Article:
I realized they weren’t looking to rip me apart. They were looking for something, something weirder and bestial. And absolutely frightening in a different way than I initially expected.

I took another deep breath, prepared myself, and sprang up, racing toward the direction I thought the exit was. I felt a bit confused from the shot(s) and wasn’t exactly sure where to go, but I kept running. My throat awoke into vibrant, tremulous screams as I kept running, knowing the wolf men could run (even walk) much faster than I could. But I couldn’t give up - I had to at least try. Even if I’m weeping and screaming and completely out of breath. (Maybe Stevie was right about the losing weight thing.)

I looked behind me for them, but it was too dark. I’d run deeper into the woods instead of out of them. I looked ahead just in time to slam into a tall, muscular, solid man. He seemed unfazed, but I felt a bit dizzy.

“They’re after me,” I cried manically.

“I can hear you,” he responded. “You don’t have to scream.”

“They’re trying to take my virginity!”

“That’s a little too much information. Who’s after you?”

“They’re…. I think they’re werewolves.”

Even in the dark, I could see him raise an eyebrow. “All right.”

“I need help!”

“Again, you don’t need to yell. I can hear you.”

“I was on my way home, and these wolves came out of the woods and attacked me.”

“You seem surprisingly unharmed to be attacked by wolves.”

“I just told you that they wanted to assault me. They don’t want to eat me.”

“Okay.”

“Are you going to help me?”

He sighed, “I’m busy right now.”

“Seriously?”

“I like to keep to myself. Mind my own business.”

“Then get out of my way, jerk.”

I picked up some heavy rocks and continued running. At this point, I’d lost my momentum, and it became harder to run for my life. My heart and lungs felt on fire - every breath hurting. I tried to change direction, heading toward (again) where I thought the road was. Or at least some of the homes out there in the woods. The hermits out here usually are drunks or stoners, but they probably at least have a cell phone. I mean, I assume.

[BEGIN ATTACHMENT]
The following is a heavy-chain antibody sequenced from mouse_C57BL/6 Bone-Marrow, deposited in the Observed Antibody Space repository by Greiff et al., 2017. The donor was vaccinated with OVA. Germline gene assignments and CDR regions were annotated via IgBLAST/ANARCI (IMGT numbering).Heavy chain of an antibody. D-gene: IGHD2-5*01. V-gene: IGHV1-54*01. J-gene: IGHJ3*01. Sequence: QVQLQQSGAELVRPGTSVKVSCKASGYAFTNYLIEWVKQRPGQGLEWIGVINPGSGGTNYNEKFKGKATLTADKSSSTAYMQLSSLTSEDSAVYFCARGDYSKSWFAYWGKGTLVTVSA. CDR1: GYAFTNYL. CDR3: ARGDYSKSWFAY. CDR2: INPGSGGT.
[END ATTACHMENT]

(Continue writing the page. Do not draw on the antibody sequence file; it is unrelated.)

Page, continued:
I realized that I too have a cell phone in my pocket. I tried to continue running as I searched for my cell phone in my pocket. At my back, the foreboding sound of snapping twigs and quick movement tormented me. I couldn’t find my phone. I realized I might have put it in my backpack instead, which I’d lost along the way. I cursed loudly as I pushed myself to keep going.

The adrenaline, though, couldn’t help my years of inactivity. I took a moment to catch my breath by leaning on a tree, but quickly was toppled again. The rocks flew out of my hands. This time, two of the wolves held me down as they communicated with the rest of the group. I kept fighting, but resistance seemed futile.

Suddenly, a rock flew through the air and hit one of the wolves not holding me down. The animal went down, putting the others at alert. The man I’d literally run into appeared out of the shadows after another wolf dropped to the ground from a flying rock. The wolves on top of me looked at each other, unsure of what to do as the other wolves went after the man. He got down on all fours as they ran toward him, and transformed into the largest bear I’d ever seen.

The wolves holding me down and I took a collective shocked breath. I thought to scream as the others started to fight, my captors unsure of what to do, but I couldn’t catch my breath. Everything started to get too much. The world around me started to spin as the bear and the wolves battled with each other. It was like the scene in
The Lion King
when Scar and Simba fight each other in an epic lion battle but with a bear and several werewolves. They jumped at each other as if they were in slow motion and had an epic soundtrack behind them.

I started to hyperventilate. I couldn’t keep anything in focus. Before I knew it, my body just gave up, and the world went completely dark. For a moment, I thought I felt myself picked up and carried by a strong figure. I wasn’t sure if I was dreaming the feeling, but I somehow felt safe.

 

BOOK: Romance: Stranded With The Alpha Bear: BBW Paranormal Shapeshifter Romance (Werebear, BBW, Bear Shifter Romance) (Sweet Shifters Book 1)
8.09Mb size Format: txt, pdf, ePub
ads